But as I listened I was also struck by the level of cynicism that permeated the book.
I too have see the disgusting underbelly of the beast of missions. I too felt cynical at times. I’ve wanted to shut down the whole movement. I’ve been in church and ministry groups where I’ve wanted to scream because of the lack of integrity, honesty, and common sense exuding from the room. I’ve seen that at many times our modern church and missionary movements end up causing hurt while trying to help.
So what to do? Is there anything worth salvaging?
I want to keep swimming toward hope. I don’t want to be a person marked by cynicism. I want to be marked by hope. I want this hope to be a wide-eyed and informed hope. And I want Jamie’s concerns to be pondered and for new strategies to be implemented. But I want it to be marked by hope. And good data.
Whoever and wherever we are in life – we are caught somewhere between cynicism and hope. Life carries trauma and shame and sin and sadness. It can come from a toxic political environment, a miscarriage, a painful marriage, disease, a church split, an addiction, or unfulfilled dreams. These events and memories can cling to us and begin to drown us in cynicism. We may feel there is no hope and no way out.
I pray today that you experience lavish and refreshing hope that loosens that cold grip of cynicism. I pray that you begin to be healed of the trauma. I pray that God gives you incredible ideas to help you make a beautiful and good contribution to this world. I pray that you listen to the concerns of people like Jamie – and start to correct the dysfunction that exists all around us.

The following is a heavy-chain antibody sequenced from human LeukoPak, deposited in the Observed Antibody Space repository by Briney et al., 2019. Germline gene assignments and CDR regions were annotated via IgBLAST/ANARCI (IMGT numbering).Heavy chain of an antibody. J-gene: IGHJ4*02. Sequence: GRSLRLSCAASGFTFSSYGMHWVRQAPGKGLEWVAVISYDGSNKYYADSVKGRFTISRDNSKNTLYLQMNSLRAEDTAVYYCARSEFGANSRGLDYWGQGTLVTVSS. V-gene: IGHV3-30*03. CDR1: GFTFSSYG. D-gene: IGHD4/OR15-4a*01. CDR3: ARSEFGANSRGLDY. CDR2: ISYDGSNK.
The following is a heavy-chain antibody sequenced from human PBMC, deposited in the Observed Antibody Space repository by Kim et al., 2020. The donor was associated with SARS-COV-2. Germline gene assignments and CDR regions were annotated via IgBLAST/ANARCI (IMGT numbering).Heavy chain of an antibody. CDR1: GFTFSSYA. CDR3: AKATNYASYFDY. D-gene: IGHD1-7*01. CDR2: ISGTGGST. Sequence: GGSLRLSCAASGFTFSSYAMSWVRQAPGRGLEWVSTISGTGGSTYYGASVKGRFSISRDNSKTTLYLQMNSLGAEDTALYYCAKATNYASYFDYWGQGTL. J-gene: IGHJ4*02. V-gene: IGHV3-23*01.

I pray that as you live in a world caught between cynicism and hope – that hope becomes your light. Hope that comes from the Creator who is the source of all love and joy.
As I’ve had the privilege of getting to know so many amazing and courageous local ministry leaders in East Africa – I’ve had my eyes opened to the power of hope and to the toxicity of cynicism. And there were many times during the past fifteen years where I’ve encountered brothers and sisters who really shouldn’t contain an ounce of hope left in their bodies. A young boy abandoned due to his status of being HIV positive. A girl with albinism worrying about being murdered for her skin color. Women who were widowed and are working long hours trying to provide the most basic calories for their kids.
In each of these situations, cynicism should have won the day. But it didn’t. Hope stood tall in the dusty tin shacks and proclaimed life and joy and goodness. It was a strong and infectious hope. A hope rooted in Christ and in a conviction of an active God working all things together for good. A conviction that even if things are rough in this life – justice will be done and those who suffer will be rewarded. A hope that is able to produce a smile and a heart of gratitude – even while laying on a deathbed. It is in these moments that my cynicism seems to shrink and shrivel and be drowned out.
Hope conquers cynicism. And that is truly glorious.